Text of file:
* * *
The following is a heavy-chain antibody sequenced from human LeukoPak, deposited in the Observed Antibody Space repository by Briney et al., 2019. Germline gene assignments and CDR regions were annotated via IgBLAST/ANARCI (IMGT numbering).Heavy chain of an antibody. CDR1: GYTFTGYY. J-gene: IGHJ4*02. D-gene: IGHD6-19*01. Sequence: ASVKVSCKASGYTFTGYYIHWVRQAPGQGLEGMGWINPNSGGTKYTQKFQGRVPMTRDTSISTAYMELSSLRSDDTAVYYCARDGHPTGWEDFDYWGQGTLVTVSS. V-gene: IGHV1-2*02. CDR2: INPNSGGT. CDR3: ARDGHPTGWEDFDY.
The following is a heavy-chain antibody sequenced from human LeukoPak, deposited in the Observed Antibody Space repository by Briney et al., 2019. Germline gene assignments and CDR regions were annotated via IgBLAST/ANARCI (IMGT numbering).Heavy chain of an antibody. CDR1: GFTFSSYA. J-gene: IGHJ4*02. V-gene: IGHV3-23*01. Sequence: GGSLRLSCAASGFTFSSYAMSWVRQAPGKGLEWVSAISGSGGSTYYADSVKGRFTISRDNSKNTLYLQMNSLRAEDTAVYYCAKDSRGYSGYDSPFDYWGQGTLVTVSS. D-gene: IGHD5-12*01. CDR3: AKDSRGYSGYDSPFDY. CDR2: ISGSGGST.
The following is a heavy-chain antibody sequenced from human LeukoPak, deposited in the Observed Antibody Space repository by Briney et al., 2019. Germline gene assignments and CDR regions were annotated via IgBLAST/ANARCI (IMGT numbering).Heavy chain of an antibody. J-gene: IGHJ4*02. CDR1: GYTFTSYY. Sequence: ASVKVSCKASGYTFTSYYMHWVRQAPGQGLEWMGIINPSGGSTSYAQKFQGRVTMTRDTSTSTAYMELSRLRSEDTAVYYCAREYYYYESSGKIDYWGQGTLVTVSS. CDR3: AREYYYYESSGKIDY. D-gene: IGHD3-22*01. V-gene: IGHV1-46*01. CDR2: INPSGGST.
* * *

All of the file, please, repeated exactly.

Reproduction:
The following is a heavy-chain antibody sequenced from human LeukoPak, deposited in the Observed Antibody Space repository by Briney et al., 2019. Germline gene assignments and CDR regions were annotated via IgBLAST/ANARCI (IMGT numbering).Heavy chain of an antibody. CDR1: GYTFTGYY. J-gene: IGHJ4*02. D-gene: IGHD6-19*01. Sequence: ASVKVSCKASGYTFTGYYIHWVRQAPGQGLEGMGWINPNSGGTKYTQKFQGRVPMTRDTSISTAYMELSSLRSDDTAVYYCARDGHPTGWEDFDYWGQGTLVTVSS. V-gene: IGHV1-2*02. CDR2: INPNSGGT. CDR3: ARDGHPTGWEDFDY.
The following is a heavy-chain antibody sequenced from human LeukoPak, deposited in the Observed Antibody Space repository by Briney et al., 2019. Germline gene assignments and CDR regions were annotated via IgBLAST/ANARCI (IMGT numbering).Heavy chain of an antibody. CDR1: GFTFSSYA. J-gene: IGHJ4*02. V-gene: IGHV3-23*01. Sequence: GGSLRLSCAASGFTFSSYAMSWVRQAPGKGLEWVSAISGSGGSTYYADSVKGRFTISRDNSKNTLYLQMNSLRAEDTAVYYCAKDSRGYSGYDSPFDYWGQGTLVTVSS. D-gene: IGHD5-12*01. CDR3: AKDSRGYSGYDSPFDY. CDR2: ISGSGGST.
The following is a heavy-chain antibody sequenced from human LeukoPak, deposited in the Observed Antibody Space repository by Briney et al., 2019. Germline gene assignments and CDR regions were annotated via IgBLAST/ANARCI (IMGT numbering).Heavy chain of an antibody. J-gene: IGHJ4*02. CDR1: GYTFTSYY. Sequence: ASVKVSCKASGYTFTSYYMHWVRQAPGQGLEWMGIINPSGGSTSYAQKFQGRVTMTRDTSTSTAYMELSRLRSEDTAVYYCAREYYYYESSGKIDYWGQGTLVTVSS. CDR3: AREYYYYESSGKIDY. D-gene: IGHD3-22*01. V-gene: IGHV1-46*01. CDR2: INPSGGST.